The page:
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Moses

Moses

Born: c. 1392 b.c.e.
Egypt
Died: c. 1272 b.c.e.
Moab, Syria

Egyptian prophet

The Old Testament prophet Moses was chosen to lead Israel out of Egyptian slavery. He created Israel's nationhood and delivered the Ten Commandments.

Childhood years

Moses was the son of Amram and Yochebed of the tribe of Levi. Miriam and Aaron were his brother and sister. He was born in Egypt during the period in which the Israelites (Hebrews) had become a threat to the Egyptians simply because of their large population. The Pharaoh had ordered that all newborn male Hebrew children be cast into the Nile to drown. Amram and Yochebed took their newborn son and placed him in a waterproof basket and hid him in the tall grasses of the Nile. Meanwhile, his sister Miriam hid and watched over the baby from a distance. A group of women and servants were bathing nearby. The Pharaoh's daughter, hearing the baby cry, found and rescued him. She named him "Moses," meaning "drawn from the water." Her desire for a son fulfilled, she made certain that he had the best of everything, including education.

Moses was brought up in the splendor of the Egyptian court as the Pharaoh's daughter's adopted son. Grown to manhood, he was aware of his Hebraic roots and shared a deep compassion for his confined kinsmen. He became furious while witnessing an Egyptian master brutally beating a Hebrew slave, and he impulsively killed the Egyptian. Fearing the Pharaoh's punishment, he fled into the desert of Midian, becoming a shepherd for Jethro, a Midianite priest whose daughter Zipporah he later married. While tending the flocks on Horeb Mountain in the wilderness, he saw a bush burning yet not turning to ash. He heard a voice from within the bush telling him that he had been chosen to serve as one to lead the children of Israel out of Egypt. He was also told to declare the unity of God to his people. At that time most Israelites were worshipping many gods. Moses was to tell them that there was only one God.

The tremendous responsibility of Moses's task, his shyness, and his own feeling of unworthiness brought forth a hesitancy and lack of confidence. The Divine answer was "Who made your tongue?" He was then assured that Aaron, his more talkative brother, would serve as his spokesman both to the children of Israel and to the Pharaoh. The promised destination for the Israelites' journey was a "land rich with milk and honey."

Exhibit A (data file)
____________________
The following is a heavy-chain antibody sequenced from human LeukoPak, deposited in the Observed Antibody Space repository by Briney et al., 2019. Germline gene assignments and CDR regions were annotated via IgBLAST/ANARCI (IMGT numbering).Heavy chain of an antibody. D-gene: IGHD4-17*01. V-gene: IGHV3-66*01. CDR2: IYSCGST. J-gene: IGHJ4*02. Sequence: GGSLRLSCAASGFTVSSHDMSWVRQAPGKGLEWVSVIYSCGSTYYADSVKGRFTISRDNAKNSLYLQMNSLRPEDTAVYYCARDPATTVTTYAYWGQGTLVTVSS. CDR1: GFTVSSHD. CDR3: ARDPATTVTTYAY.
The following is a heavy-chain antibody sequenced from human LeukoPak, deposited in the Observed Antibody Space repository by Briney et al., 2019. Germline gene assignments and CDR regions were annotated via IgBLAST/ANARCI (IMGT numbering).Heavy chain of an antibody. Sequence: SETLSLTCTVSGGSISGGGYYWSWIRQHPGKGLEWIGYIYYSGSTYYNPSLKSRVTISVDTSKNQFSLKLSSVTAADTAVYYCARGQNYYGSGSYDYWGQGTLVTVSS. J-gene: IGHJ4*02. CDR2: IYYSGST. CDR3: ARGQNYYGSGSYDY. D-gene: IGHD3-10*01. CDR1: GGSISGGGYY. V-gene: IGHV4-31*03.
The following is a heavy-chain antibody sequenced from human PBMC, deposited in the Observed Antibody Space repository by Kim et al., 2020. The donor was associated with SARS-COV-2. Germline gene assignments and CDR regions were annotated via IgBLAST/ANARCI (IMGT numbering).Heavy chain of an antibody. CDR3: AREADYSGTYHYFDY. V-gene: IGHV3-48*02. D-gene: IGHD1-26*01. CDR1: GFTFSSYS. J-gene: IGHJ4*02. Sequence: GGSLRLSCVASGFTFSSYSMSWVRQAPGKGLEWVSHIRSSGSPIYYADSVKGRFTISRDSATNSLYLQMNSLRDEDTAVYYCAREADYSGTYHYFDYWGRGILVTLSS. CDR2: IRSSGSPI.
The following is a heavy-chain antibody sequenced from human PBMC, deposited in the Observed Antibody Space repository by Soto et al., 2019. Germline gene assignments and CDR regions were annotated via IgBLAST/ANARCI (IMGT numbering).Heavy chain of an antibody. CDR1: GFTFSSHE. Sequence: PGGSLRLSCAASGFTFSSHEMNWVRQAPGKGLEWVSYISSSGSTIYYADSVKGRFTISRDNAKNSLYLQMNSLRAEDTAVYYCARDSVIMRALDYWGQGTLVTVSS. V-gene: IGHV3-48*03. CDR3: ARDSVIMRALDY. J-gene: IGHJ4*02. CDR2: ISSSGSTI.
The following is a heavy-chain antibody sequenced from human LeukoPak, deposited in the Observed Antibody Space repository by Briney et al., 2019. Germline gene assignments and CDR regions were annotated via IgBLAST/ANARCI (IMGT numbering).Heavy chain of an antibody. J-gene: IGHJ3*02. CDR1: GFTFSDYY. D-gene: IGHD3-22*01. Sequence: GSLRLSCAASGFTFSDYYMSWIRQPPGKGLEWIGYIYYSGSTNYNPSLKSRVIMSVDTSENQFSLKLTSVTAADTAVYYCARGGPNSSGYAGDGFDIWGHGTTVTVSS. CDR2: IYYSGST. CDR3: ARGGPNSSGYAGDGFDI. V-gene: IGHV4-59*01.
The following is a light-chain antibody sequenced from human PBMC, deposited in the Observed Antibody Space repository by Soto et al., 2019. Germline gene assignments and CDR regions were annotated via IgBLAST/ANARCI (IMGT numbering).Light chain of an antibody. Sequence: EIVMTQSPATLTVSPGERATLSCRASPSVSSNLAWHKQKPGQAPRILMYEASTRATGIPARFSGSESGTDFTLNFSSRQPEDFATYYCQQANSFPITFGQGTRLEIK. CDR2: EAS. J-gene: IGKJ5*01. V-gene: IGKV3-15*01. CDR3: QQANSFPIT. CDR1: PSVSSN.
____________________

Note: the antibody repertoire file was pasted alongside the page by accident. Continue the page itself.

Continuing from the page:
Moses returned to Egypt and persuaded the Hebrews to organize for a quick trip from their Egyptian slave drivers. With Aaron, Moses informed the Pharaoh that the God of the Hebrews demanded that Pharaoh free God's people. The Pharaoh refused to obey, bringing upon himself and his people nine terrible plagues (diseases that spread rapidly and can cause death) that Moses produced upon Egypt by using the miraculous staff he had received from God as a sign of his authority. The Egyptians suffered under the plagues of water turned into blood, frogs, gnats, flies, disease to their cattle, boils, hail, locusts, and darkness. Each plague was severe to the Egyptians but left the Israelites untouched. The tenth plague is now the Hebrew story of Passover. God sent the Angel of Death to kill the firstborn sons of the Egyptiansa proof of His immense strength and power. The Israelites protected their households by putting lamb's blood on their doorway, so that the Angel of Death would know to pass over their homes. This last plague broke the Pharaoh's resistance and moved him to grant the Hebrews permission to leave immediately. Moses thus found himself the leader of an undisciplined collection of slaves, Hebrew as well as non-Hebrew, escaping from Egyptian territory toward freedom.

Exodus

Moses' immediate goal was Mt. Horeb, called Mt. Sinai, where God had first revealed Himself to Moses. The Hebrews came to the sacred mountain encouraged by the power they sensed in Moses. Summoned by God, Moses ascended the mountain and received the tablets of stone while the children of Israel heard the thundering forth of the Ten Commandments. Inspired, the people agreed to the conditions of the Covenant (agreement made between people and God).